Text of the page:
- Apple – $660 billion
- Google – $362 billion
- Facebook – $222 billion
- IBM – $155 billion
- GM – $54 billion
Whereas firms with a vertical mindset at the top, like IBM, are struggling with declining revenues and bloody cost-cutting reorganizations, firms in the horizontal world of Agile, like Apple and Google, are busy growing and inventing the future. Their second, third and fourth acts are already well under way.
What then is Agile?
For those managers who don’t know what the Agile is (itself a part of the problem), the horizontal world of Agile involves self-organizing teams that work in an iterative fashion and deliver continuous additional value directly to customers.
The practices of Agile that includes names like Scrum, XP, Kanban, DevOps and Continuous Development, grew out of lean manufacturing in Japan in the late 20th Century. As Hirotaka Takeuchi and Ikujiro Nonaka wrote in “The New New Product Development Game” in HBR in January 1986:
This new emphasis on speed and flexibility calls for a different approach for managing new product development. The traditional sequential or “relay race” approach to product development… may conflict with the goals of maximum speed and flexibility. Instead, a holistic or “rugby” approach—where a team tries to go the distance as a unit, passing the ball back and forth—may better serve today’s competitive requirements.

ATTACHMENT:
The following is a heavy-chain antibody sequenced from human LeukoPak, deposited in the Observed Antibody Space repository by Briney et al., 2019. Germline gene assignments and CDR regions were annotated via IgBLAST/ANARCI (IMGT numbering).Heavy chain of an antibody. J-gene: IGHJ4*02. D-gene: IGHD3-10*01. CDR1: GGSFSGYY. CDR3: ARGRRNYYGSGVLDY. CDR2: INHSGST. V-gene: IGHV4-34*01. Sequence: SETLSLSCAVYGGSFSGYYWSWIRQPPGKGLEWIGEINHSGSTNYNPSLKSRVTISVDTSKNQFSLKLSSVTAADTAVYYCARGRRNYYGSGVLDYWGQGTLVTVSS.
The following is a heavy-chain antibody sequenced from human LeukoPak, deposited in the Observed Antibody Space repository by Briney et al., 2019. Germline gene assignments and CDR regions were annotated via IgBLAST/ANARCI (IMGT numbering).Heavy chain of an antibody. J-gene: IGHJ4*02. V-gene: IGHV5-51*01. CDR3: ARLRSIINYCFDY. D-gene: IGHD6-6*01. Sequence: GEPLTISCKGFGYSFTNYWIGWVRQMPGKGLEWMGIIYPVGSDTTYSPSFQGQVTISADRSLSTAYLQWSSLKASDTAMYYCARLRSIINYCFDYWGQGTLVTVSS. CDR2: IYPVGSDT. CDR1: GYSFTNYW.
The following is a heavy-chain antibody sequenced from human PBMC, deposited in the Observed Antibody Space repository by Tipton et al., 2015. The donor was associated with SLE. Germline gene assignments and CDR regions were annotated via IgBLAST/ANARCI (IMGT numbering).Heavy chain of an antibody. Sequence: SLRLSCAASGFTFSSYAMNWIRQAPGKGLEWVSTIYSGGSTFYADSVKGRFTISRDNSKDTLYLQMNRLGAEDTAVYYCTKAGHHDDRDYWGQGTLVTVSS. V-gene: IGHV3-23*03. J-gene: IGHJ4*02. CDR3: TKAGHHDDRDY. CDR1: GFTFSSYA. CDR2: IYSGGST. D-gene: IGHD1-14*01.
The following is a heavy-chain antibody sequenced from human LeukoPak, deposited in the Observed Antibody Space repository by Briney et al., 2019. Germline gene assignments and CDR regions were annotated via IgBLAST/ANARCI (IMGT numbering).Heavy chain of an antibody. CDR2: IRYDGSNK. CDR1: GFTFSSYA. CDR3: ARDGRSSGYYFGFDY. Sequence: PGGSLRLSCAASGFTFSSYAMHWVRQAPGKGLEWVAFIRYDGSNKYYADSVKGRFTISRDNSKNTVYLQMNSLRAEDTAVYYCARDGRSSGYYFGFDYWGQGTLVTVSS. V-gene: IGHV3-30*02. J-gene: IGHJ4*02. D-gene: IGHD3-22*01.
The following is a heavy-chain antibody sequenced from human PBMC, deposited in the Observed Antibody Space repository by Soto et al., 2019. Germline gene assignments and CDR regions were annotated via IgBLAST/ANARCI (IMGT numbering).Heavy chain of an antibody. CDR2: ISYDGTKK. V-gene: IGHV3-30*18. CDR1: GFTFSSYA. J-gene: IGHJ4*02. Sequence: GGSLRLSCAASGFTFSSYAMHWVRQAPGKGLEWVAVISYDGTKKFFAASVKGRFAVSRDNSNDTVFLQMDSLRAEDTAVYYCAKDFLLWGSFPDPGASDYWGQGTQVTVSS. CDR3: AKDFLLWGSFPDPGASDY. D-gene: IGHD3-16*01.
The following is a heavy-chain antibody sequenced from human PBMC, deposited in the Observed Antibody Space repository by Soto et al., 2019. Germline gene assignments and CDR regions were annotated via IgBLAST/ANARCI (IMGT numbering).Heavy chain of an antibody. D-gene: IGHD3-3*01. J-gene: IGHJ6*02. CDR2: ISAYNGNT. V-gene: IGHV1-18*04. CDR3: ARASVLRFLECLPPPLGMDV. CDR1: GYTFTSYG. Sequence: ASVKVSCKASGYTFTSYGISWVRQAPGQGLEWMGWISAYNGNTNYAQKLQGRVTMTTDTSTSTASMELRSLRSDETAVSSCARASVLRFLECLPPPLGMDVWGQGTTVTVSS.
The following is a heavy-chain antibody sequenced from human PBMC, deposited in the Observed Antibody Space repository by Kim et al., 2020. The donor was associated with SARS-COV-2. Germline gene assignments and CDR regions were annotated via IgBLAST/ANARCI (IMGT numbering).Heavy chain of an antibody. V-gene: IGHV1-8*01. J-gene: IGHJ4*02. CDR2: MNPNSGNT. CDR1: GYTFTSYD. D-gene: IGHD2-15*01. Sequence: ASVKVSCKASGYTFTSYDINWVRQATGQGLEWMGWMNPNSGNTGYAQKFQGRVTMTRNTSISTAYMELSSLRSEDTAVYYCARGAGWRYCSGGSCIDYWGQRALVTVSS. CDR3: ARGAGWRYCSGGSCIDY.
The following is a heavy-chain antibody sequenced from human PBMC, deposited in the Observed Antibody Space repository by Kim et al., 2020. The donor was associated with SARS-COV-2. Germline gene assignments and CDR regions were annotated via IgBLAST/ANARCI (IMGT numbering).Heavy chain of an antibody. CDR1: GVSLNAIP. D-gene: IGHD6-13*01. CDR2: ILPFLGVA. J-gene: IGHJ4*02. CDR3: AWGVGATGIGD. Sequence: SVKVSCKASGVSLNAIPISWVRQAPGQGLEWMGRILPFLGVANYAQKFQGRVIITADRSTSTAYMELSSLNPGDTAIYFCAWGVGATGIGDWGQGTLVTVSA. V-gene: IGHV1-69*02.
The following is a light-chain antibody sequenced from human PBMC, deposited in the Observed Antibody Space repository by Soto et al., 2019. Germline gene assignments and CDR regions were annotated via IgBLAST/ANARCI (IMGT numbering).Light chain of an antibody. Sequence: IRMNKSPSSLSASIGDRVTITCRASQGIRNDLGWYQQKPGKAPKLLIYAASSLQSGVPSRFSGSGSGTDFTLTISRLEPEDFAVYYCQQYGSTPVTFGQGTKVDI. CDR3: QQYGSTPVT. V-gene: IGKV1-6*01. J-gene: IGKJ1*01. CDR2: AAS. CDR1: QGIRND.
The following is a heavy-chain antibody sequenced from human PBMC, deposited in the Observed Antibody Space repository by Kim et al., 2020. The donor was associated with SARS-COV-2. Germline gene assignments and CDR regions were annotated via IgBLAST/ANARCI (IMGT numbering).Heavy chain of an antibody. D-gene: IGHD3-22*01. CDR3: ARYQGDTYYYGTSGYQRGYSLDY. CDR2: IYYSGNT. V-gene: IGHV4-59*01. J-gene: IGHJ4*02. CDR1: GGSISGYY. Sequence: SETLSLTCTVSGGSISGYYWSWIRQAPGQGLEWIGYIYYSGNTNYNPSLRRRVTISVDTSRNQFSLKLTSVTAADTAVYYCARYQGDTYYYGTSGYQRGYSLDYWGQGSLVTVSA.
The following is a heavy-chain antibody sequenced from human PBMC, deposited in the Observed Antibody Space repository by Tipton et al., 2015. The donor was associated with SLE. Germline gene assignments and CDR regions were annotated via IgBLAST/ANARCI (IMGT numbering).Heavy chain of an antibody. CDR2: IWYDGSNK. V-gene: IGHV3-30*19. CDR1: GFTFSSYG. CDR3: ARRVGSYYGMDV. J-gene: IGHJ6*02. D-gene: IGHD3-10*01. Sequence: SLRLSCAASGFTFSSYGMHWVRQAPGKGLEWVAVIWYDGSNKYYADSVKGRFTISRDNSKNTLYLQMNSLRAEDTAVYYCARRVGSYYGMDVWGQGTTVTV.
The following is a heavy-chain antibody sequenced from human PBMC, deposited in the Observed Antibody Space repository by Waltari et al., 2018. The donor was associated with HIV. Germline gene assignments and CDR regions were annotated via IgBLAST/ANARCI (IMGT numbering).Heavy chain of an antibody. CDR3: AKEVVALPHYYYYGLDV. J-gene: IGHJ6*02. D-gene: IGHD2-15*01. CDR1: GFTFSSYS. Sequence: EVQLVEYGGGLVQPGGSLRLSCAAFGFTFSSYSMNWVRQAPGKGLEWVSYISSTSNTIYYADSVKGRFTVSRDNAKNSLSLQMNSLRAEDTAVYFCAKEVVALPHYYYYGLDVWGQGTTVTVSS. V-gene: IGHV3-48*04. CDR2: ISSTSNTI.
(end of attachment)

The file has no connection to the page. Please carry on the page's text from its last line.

In due course, Agile became a major force in software development, following the Agile Manifesto in 2001. More recently, it has been spreading to all sectors of the economy, not only in digital natives like Apple and Google, but also in significant pockets within large traditional organizations.
Agile was a response to hierarchical bureaucracy
Agile, Scrum and Lean arose as a deliberate response to the problems of hierarchical bureaucracy that is still pervasive in organizations today: falling rates of return on assets and on invested capital, a dispirited workforce, a decline in competitiveness and widespread disruption of existing business models.
Given these problems, it’s easy to forget that hierarchical bureaucracy was a great advance when it was introduced over a hundred and fifty years ago. The basic idea of hierarchical bureaucracy is that work is organized with individuals reporting to bosses who tell them what to do and control their work. The roles, the rules, the plans, and the reports of hierarchical bureaucracy created order where previously there had been chaos.
As Gary Hamel has noted, hierarchical bureaucracy solved two essential problems:
- getting semiskilled employees to perform repetitive activities competently and efficiently;
- coordinating those efforts so that products could be produced in large quantities.
In a stable environment, it had great strengths. It was scalable. It was efficient. It was predictable and it delivered reliable average performance.
It had some liabilities. It was vertical. It was non-collaborative. Its plans were linear. It couldn’t change direction very fast. It was dispiriting to staff but at least people had a job. And the customer was noticeable by being totally absent: the focus was internal.
In a stable environment, these liabilities didn’t matter much.
Change wasn’t important. A firm could go on, grinding out the same basic product for years without much risk of harm. In a stable context, it could predict what customers would buy. It didn’t need to worry about customers. They could be manipulated by advertising.